Table of Contents
- A First-Hand Experience with Pulsar Trail XQ50 Scope
- Pulsar Trail XQ50 Review
- Can Pulsar Trail XQ50 2.7-10.8×42 handle Magnum Recoil?
- Pulsar Trail XQ50 vs XP50; What are the Similarities and Differences?
- Is it possible to save zeros for different rifles?
- What is the Refresh Rate of Pulsar Trail XQ50?
- How good is Pulsar Trail XQ50’s waterproofing capability?
- What are the differences between Pulsar Trail XQ50 and XP38?
- Pulsar Thermal XQ38 vs XQ50: What are the differences and similarities?
- Pulsar XQ vs XP: What are the Key Differences?
Thermal riflescopes have become a new fad among the night shooters, who used lamps (and not even artificial light) for hunting in the night 20-years back. The hunting and shooting landscape has changed drastically over these years, especially in the last 10-years. The thermal scopes have brought a paradigm shift in the hunting/shooting community
For efficient shooting in the dark, the first game-changer was the tubed night vision. With the arrival of the thermal scopes, night shooting has reached a new level. As thermals pick up heat signatures produced by the body, viewing the quarry clearly through the initial thermal scopes was a problem.
Especially beyond 100 yards, the image of the target animal becomes blurry, making it difficult to comprehend whether it is a game or something else. Until and unless you’re absolutely certain about what you are seeing, it’s not a good idea to squeeze the trigger.
As the thermal industry was going through this problem of clear-viewing of the game, Pulsar Trail XQ50 entered the market. By this time, Pulsar had already made a name for itself through its handheld thermal devices. One such thermal monocular that became popular at that time was Pulsar XD38S (now discontinued). Pulsar made a lot of improvements in its Pulsar Trail series so that the hunters and shooters can get better image-quality no matter whether it is day or night. Trail XQ50 produced a sharper and better quality image than XD38S.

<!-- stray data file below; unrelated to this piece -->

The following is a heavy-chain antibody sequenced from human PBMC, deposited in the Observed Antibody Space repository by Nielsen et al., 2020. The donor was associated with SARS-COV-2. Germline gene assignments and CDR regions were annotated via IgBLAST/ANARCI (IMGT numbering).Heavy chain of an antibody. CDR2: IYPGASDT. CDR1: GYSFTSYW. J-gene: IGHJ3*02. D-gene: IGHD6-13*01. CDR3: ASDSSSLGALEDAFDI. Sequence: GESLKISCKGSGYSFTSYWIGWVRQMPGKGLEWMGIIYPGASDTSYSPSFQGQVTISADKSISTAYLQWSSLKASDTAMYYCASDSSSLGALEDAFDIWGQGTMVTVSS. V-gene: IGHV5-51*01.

Pulsar Trail XQ50 Riflescope comes with a 384×288 pixel thermal imaging sensor, 17 µm pixel pitch, and 50 Hz frame rate. A hunter can detect a game (bear, deer, wild boar, moose, and others) at a range of 1,000 meters (around 1094 yards) with this new thermal riflescope. The 384×288 pixel thermal imaging sensor ensures that the hunter is able to view even small objects in a crisp and clear manner. Pulsar comes with a high shock resistance feature, which ensures that you can use it with rifled hunting weapons (having cartridges such as 9.3х64, .30-06, .300, .375., and others)
Best for Use
Pulsar Trail XQ50 Thermal Scopes are best for hunting during day and night in inclement weather conditions (including rain, fog, and smog) for viewing through obstacles that come in the way and hinders detection of targets (including thick bushes, tall grass, and branches).
You can use Pulsar Trail XQ50 Thermal Riflescopes in a wide range of applications including:
- Night hunting
- Observation & terrain orientation
- Search & rescue operations
Long Viewing Range
You can detect game (bear, deer, wild boar, moose, etc.) at a distance of 1,000 meters (around 1,094 yards).
High-Resolution Thermal Imaging Sensor
High-Resolution 320×240 pixel Thermal Imaging Sensor ensures that you are able to detect all objects within the field-of-view with considerable detail.
IPX7 Fully Waterproof Protection
The Trail thermal sights are incorporated with the IPX7 degree of protection. This ensures that the Pulsar Trail XQ50 Thermal Scope can be operated in all kinds of precipitation (heavy rainfall to snowfall) of any intensity.
High Shock Resistance
You can use this thermal scope with any rifled hunting weapon for a wide range of cartridges including 9.3х64, .30-06, .300, .375., and many more. Hunters and shooters can also use this thermal scope with smooth-bore as well as airsoft weapons.